Most of the St Vincent Greenway would follow Engleholm Creek, a polluted and neglected little stream that runs through Pagedale and Wellston. It runs generally parallel to the MetroLink line from Ramona Lake Park in Berkeley, through the UMSL campus, through St Vincent County Park, and then onto currently private properties in the two distressed inner-ring suburbs.

Around the Wellston MetroLink station, it would head east into the City of St. Louis via two branches: one, along a rebuilt section of Etzel Avenue east toward Ruth Porter Mall (Porter Park); and the other along the Hodiamont right-of-way, part of which was closed off years ago. Then, it would turn south again, making long-neglected Ruth Porter Mall (Porter Park) an integral part of the greenway. It would continue south across Delmar via DeBaliviere, which Kiku Obata & Company is redesigning so that the street can accommodate both the bikeway and the Loop Trolley. The new Forest Park Visitors Center would be a major trailhead.

Then came lunch, where outgoing State Senator Pat Dougherty gave a hilarious talk, lampooing himself and politicians in general, but getting pretty serious at times. I sat at the same table with an interesting assortment of folks: Alderman Craig Schmid, candidate Jeff Smith, progressive activist Janet Becker, Dutchtown Republican real estate agent Jaymes Dearing, and CDA housing guy Sam Green.

Craig was the only alderman I saw in attendance, although I may have missed somebody.

After lunch I attended a session about TOD which highlighted the $80 million in development that have come to the Emerson Park neighborhood of East St Louis in the few short years that MetroLink has been there. This session was also an opportunity for East-West Gateway to promote the Northside-Southside Study planning initiative now underway for long-term transit improvements in the City of St. Louis.

I was a bit dismayed to see that the three samples of potential TOD areas - all from the old Southside study from 2000 - were actually located in South St. Louis County. None seemed to me at the time to be viable TOD locations: Telegraph and I-255, Butler Hill Road and I-55, and South County Shopping Center. The City of St. Louis and inner-ring suburbs should be the focus for TOD, in my view. Most outer-suburban stations are inevitably going to be mainly park-and-ride facilities.

But what is exciting about this study now underway is that potentially, alternative routes will be entertained for the Southside study. Back in 1999/2000, I was among the opponents of on-street operations on Gravois. I realize now that such a route could have economic development and transit access benefits.

I was also excited at the prospect that Cross County MetroLink should open "sometime between Labor Day and Halloween." Somehow that seems appropriate, given just how many thousands of hours of labor have gone into this project and just how much of a nightmare it has been. ;-)

Sure, in 20 years when MetroLink is finally built on the Southside, the neighborhoods along Gravois east of Grand may be fully revitalized. But I suspect a high percentage of transit ridership will remain in these areas.

I don't think MetroLink - even in a low-floor car format that works better for on-street, streetcar-esque operations - would work on Grand from I-64 to Gravois. But I think, given the wide right-of-way on Gravois from the I-55/44 split to Grand, it would be a wonderful thing there.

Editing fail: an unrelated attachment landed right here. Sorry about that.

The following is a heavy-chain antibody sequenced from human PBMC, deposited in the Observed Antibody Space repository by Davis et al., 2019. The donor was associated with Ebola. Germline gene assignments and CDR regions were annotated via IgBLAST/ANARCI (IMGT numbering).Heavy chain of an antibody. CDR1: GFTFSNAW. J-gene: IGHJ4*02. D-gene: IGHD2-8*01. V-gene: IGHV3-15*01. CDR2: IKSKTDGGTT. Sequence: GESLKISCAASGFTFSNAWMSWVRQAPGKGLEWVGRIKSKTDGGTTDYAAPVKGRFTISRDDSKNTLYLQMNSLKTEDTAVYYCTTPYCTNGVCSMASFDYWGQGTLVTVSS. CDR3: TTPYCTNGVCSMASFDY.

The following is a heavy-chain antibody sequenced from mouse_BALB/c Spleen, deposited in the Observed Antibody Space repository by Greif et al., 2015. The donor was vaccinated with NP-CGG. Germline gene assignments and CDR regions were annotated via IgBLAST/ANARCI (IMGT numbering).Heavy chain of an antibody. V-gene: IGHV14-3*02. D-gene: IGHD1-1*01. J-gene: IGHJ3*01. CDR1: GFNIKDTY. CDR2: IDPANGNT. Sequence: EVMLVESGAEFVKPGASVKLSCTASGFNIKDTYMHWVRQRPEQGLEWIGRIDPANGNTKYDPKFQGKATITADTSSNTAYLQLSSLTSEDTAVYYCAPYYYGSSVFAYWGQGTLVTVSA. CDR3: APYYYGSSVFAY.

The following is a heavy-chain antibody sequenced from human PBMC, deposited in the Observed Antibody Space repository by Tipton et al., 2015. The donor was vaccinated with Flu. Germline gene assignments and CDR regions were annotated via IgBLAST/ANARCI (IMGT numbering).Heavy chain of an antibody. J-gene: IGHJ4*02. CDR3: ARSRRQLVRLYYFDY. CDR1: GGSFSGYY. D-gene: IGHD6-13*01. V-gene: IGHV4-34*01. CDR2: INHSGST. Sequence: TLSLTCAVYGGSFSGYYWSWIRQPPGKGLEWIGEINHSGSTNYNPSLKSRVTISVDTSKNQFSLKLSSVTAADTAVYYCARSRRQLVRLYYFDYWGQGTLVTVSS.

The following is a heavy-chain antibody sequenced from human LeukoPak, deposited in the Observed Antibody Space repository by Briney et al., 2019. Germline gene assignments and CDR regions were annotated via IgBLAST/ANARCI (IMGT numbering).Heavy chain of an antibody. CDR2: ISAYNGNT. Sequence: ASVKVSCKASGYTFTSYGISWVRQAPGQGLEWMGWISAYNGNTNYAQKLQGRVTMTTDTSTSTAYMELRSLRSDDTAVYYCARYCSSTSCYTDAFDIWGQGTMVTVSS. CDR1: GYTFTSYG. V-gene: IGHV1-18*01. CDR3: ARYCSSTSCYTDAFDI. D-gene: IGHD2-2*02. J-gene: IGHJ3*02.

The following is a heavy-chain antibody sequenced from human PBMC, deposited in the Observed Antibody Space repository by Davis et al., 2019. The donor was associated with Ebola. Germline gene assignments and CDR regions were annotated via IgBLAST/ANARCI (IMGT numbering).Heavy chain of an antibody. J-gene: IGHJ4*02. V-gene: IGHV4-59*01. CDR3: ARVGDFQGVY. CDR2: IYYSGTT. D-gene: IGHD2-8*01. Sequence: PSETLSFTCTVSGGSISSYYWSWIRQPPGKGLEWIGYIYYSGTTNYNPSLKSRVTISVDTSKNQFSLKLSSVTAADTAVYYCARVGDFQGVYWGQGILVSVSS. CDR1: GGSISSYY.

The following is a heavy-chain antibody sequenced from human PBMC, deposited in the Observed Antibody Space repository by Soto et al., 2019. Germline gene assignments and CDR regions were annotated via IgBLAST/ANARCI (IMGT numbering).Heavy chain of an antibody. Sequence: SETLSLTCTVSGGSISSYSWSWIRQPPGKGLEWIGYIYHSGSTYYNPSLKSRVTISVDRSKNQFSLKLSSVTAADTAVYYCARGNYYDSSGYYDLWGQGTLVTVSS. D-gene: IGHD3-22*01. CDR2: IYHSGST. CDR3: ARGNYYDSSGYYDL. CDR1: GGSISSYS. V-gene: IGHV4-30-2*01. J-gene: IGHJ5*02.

But then the question remains: which way west (and south)? Gravois narrows significantly between Grand and Chippewa. I wouldn't want to sacrifice the remaining street-level retail and residential buildings in that stretch. So maybe Grand would work better, because it is pretty wide southward to Chippewa. But Grand, too, gets a lot narrower south of Chippewa.

It will be difficult to squeeze MetroLink onto the "Oak Hill" Union Pacific right-of-way, because there is a lot of development near the tracks in many areas, and those tracks are still in use by UP and Amtrak. Maybe in 20 years they'll be abandoned, but probably not. So, even that route has its challenges.

Thinking about potential for TOD on the Northside route is even more exciting, although at some key corners (Natural Bridge/Kingshighway comes to mind), a lot of car-oriented suburban-style junk would have to be cleared away first.

The North Florissant-Natural Bridge corridor has a really ridiculously wide right-of-way, so there wouldn't be too many problems with laying tracks and taking relatively few properties, except perhaps at the western end where the plan is to turn north and through part of the Federal Center, to build a mega park-ride lot at I-70 and Goodfellow adjacent to the currently planned redevelopment of the former St Louis Army Ammunition Plant into a Home Depot and car-oriented strip mall. So much for TOD there.

Anyway, after that session we headed over to the closing step show and Christian hip-hop performance by kids from the SLACO Make A Difference Center. I left a little after 4, so I guess I missed the drawing for door prizes.

Later that afternoon, my wife and my mother-in-law and I took an informal, impromptu, self-guided tour (by car) of the Clifton Heights neighborhood. Although I know it's pricey, someday it would be cool to live on Simpson Ave there, overlooking the lake. Even some of the houses on the part of Clifton north of the park are quite nice. But the currently ongoing demolition of the former Clifton Heights Presbyterian Church is simply heartbreaking. Even the fascinating little former Dr. Fry Memorial Methodist Church located up at the wedge between Elizabeth and Clifton seems to be in need of repairs.